We have a waxing moon here, which will be full soon, and the light on the sastrugi really reminds me of being at see on the Soren Larsen. In a lot of ways this experience at Pole is very similar to a long sea voyage, except we're in a stationary environment.

Much work will be done throughout the course of the week to prepare for the mid-winter concert on Saturday, which has been dubbed "Son of Polestock". I'll send links out about catching an Internet broadcast of the concert as that information becomes available.

Wednesday, June 11, 2008

Off to an exciting start

Well, here in our time zone I turned 30 years old at 12:59 AM this morning. Funny thing was, at 12:58:40 AM an oxygen alarm sounded and I was running to get my SCBA gear on and lead the fire brigade as necessary. It turned out to just be a sensor that had failed, but we still deployed a few firefighters, myself included, to be on hand in case there was in fact a displaced oxygen environment inside the cryogenics building. So, I was pretty wired up after that and didn't get to sleep until after 2:30 AM. Being who I am, I was up at 6 o'clock as usual to start another work day (#142 since I had a day off). People around the station definitely seem to be pretty tired after their little early morning adventure.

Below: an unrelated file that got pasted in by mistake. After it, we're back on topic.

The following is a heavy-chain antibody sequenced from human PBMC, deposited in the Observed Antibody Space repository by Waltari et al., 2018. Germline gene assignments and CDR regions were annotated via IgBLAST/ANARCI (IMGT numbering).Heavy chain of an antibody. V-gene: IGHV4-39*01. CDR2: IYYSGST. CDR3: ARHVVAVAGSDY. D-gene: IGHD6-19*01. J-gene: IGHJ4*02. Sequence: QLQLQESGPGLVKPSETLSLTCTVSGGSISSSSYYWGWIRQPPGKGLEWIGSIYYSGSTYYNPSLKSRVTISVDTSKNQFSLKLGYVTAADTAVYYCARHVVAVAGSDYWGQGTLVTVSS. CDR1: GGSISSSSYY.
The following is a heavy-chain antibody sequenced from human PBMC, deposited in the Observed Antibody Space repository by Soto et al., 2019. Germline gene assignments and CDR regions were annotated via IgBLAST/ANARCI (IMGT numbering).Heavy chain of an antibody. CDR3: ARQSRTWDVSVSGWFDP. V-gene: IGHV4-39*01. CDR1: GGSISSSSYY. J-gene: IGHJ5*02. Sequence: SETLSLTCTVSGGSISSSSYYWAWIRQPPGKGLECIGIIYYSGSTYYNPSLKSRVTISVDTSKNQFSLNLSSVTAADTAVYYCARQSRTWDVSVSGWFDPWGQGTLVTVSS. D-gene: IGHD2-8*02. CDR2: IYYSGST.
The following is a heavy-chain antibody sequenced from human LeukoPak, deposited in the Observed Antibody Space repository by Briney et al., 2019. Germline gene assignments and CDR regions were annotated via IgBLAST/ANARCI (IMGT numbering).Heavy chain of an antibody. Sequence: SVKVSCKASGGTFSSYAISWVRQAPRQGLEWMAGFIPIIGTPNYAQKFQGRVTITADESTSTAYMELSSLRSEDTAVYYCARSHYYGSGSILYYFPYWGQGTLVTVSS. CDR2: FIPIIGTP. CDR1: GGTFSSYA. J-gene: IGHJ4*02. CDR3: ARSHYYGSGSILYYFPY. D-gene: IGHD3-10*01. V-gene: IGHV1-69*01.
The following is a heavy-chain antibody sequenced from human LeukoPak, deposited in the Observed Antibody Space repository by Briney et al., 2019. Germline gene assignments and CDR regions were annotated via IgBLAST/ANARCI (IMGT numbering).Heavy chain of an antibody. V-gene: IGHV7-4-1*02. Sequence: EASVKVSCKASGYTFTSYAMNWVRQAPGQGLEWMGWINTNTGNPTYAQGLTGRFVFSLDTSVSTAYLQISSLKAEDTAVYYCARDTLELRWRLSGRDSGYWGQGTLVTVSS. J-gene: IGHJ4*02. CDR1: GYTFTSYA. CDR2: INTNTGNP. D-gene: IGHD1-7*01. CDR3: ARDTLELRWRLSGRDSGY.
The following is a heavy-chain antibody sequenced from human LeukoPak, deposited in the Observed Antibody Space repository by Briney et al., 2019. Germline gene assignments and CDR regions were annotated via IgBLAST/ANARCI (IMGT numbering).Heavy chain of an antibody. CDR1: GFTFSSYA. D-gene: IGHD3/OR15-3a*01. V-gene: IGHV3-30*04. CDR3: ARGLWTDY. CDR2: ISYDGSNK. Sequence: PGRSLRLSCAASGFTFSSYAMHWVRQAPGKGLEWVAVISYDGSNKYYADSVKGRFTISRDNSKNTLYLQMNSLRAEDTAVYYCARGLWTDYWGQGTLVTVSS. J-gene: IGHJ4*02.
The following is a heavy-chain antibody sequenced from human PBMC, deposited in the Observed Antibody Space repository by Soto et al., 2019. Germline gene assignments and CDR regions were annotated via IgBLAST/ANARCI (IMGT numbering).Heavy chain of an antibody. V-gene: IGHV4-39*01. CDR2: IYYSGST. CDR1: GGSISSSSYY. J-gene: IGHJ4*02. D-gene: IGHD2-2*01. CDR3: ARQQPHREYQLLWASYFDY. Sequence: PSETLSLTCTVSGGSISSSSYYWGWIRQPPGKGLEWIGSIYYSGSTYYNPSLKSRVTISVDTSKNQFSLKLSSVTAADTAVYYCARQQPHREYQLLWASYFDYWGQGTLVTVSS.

The Re-Tardis seems to be handily bashing its way through spacetime towards the concert next weekend. Our songs are really getting honed to performance quality, and I personally am to the point where sheet music isn't absolutely necessary for the 11 songs we've added since last time.

The moon is up, and it's a whole different ballgame working outside again. I've got a few projects that I have been postponing until there was better light outside that I'll get to attempt to take care of now.